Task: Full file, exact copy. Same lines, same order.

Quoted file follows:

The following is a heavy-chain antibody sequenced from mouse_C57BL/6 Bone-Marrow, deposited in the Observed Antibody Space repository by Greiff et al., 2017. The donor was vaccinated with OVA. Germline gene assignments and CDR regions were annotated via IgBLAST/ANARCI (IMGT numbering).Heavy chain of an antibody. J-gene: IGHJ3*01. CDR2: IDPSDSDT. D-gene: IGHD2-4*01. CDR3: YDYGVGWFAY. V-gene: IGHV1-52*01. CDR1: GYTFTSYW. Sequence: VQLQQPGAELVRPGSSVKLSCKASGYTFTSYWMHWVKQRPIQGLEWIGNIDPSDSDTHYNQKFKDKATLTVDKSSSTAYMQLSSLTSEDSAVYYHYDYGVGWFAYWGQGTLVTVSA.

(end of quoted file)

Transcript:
The following is a heavy-chain antibody sequenced from mouse_C57BL/6 Bone-Marrow, deposited in the Observed Antibody Space repository by Greiff et al., 2017. The donor was vaccinated with OVA. Germline gene assignments and CDR regions were annotated via IgBLAST/ANARCI (IMGT numbering).Heavy chain of an antibody. J-gene: IGHJ3*01. CDR2: IDPSDSDT. D-gene: IGHD2-4*01. CDR3: YDYGVGWFAY. V-gene: IGHV1-52*01. CDR1: GYTFTSYW. Sequence: VQLQQPGAELVRPGSSVKLSCKASGYTFTSYWMHWVKQRPIQGLEWIGNIDPSDSDTHYNQKFKDKATLTVDKSSSTAYMQLSSLTSEDSAVYYHYDYGVGWFAYWGQGTLVTVSA.